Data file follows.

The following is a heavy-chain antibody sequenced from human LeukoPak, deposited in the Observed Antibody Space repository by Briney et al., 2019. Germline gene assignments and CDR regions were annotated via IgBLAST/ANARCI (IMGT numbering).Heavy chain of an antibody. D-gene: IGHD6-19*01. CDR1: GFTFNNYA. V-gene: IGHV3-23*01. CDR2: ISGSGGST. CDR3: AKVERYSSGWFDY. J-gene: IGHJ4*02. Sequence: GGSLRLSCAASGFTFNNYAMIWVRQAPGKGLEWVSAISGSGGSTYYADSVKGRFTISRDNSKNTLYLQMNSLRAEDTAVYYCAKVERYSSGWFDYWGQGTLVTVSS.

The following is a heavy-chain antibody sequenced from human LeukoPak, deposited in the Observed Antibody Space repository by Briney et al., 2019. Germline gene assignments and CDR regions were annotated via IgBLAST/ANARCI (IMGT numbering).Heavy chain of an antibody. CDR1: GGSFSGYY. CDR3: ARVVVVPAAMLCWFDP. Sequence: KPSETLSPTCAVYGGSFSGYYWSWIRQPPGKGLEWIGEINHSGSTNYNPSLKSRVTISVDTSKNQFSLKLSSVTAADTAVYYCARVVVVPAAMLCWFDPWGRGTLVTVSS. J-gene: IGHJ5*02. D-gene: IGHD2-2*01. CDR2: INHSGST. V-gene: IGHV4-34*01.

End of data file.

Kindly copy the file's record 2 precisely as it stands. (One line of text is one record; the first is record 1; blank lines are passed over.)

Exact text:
The following is a heavy-chain antibody sequenced from human LeukoPak, deposited in the Observed Antibody Space repository by Briney et al., 2019. Germline gene assignments and CDR regions were annotated via IgBLAST/ANARCI (IMGT numbering).Heavy chain of an antibody. CDR1: GGSFSGYY. CDR3: ARVVVVPAAMLCWFDP. Sequence: KPSETLSPTCAVYGGSFSGYYWSWIRQPPGKGLEWIGEINHSGSTNYNPSLKSRVTISVDTSKNQFSLKLSSVTAADTAVYYCARVVVVPAAMLCWFDPWGRGTLVTVSS. J-gene: IGHJ5*02. D-gene: IGHD2-2*01. CDR2: INHSGST. V-gene: IGHV4-34*01.